1. Home
  2. Beginner's Guide
  3. Choosing a Credit Card

Choosing a Credit Card

TL;DR There are dozens of cards on the market. Pay-with-points, airline co-branded and flexible-transfer each have their pros/cons. Work backwards from your goals to build out your personal earning strategy.

Disclaimer: The content on this website is for informational purposes only. AwardAce is not an investment, financial or legal advisor.

Flexible-Transfer cards

These cards let you earn points on one card, yet also allow you to transfer them to a myriad of airline partners. For example, when earning points on a Chase Sapphire, you are welcome to transfer them to United MileagePlus or Southwest Rapid Rewards. This flexibility makes them a great option to those new to the game.

Examples: Chase Sapphire, Citi ThankYou, AMEX Starwood card.

Why It's Good
  • Relationships with multiple programs open up many redemption opportunites.
  • Bonus spending categories can help you earn more miles on regular spend.
  • Can often also be used like a pay-with-points card.
Why It's Not
  • Transfers are not always instant.

Unsure what programs are supported by the major transfer partners? Our program database lets you filter by partners of American Express, Chase, Citi and Starwood Preferred Guest.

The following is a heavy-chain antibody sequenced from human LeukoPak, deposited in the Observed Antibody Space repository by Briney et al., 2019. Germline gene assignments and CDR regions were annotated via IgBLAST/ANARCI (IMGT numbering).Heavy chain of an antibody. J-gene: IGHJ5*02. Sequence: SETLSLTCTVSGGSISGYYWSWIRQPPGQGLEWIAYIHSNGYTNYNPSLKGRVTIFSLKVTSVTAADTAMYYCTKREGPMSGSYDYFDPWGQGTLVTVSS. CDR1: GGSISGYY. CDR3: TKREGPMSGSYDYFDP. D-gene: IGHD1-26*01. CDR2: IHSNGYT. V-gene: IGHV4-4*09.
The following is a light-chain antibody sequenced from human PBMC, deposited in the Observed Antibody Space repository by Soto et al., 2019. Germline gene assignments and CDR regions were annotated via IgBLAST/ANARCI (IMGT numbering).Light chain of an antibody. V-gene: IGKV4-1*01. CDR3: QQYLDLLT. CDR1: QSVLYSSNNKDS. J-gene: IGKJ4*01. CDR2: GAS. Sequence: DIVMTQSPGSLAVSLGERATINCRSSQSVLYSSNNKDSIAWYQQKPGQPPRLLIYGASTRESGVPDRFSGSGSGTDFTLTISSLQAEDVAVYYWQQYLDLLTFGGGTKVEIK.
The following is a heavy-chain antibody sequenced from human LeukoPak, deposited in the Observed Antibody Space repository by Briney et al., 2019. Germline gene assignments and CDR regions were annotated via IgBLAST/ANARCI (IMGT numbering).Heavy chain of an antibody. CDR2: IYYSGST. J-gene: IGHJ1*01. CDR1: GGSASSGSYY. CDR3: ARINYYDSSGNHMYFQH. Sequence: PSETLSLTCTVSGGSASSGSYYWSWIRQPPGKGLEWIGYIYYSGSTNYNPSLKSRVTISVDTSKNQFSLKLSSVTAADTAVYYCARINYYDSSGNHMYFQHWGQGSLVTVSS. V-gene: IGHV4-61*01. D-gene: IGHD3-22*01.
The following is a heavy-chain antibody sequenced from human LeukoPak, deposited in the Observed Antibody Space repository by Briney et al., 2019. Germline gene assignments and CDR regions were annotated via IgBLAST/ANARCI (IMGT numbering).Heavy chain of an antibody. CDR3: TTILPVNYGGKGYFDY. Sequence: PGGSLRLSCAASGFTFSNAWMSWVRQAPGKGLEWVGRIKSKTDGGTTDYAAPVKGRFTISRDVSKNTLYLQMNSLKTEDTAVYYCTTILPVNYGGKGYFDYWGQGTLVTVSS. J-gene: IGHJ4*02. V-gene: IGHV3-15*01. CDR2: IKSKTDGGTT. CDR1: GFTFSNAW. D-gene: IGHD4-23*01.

Airline Co-branded cards

These cards are usually associated with a single loyalty program, with a lot of great benefits: free checked bags, priority boarding and (in some cases) business lounge access. Often you will earn double miles by charging flights to that card—a solid benefit for those loyal to a single airline. Co-branded cards are a good idea when you know of a specific redemption that you want to book.

On the downside, these cards lock you into spending your points with a specific program. Most miles will expire after some period of inactivity, so it's best that you develop some sort of general plan before diving into an airline-specific card.

Examples: Chase United MileagePlus, Citi Executive AAdvantage, Gold Delta Skymiles.

Why It's Good
  • Gives card-holders unique travel benefits.
  • Spending bonuses when purchasing tickets with airline.
Why It's Not
  • Can only earn and redeem points with a single program.

Pay-with-points cards

This type of card is straightfoward: earn points and spend them by applying them to your credit card travel purchases. For example, if you earn Capital One Venture card's 40,000 point bonus, you can apply that towards $400 worth of travel purchases (given the company's 1 point = 1 cent conversion rate).

Examples: Barclaycard Arrival, Capital One Venture.

Why It's Good
  • No need to find award availability.
  • Can apply points towards hotel bookings.
  • Earn frequent flyer miles on flights (since they are technically paid with cash).
Why It's Not
  • Value of each point is fixed, for better or worse.
  • Generally a viable option for Economy redemptions only.

Cash-back cards

These kind of cards rebates a fixed 1-2% of your everyday spend back to you as cash back.

Examples: Chase Freedom, Discover It.

Why It's Good
  • What's better than actual cash back in your pocket?
  • Don't have to redeem for travel get benefit.
Why It's Not
  • Rate of return will always be fixed (for better or worse).

Next: Strategy to Spending Points »

Searching Award Options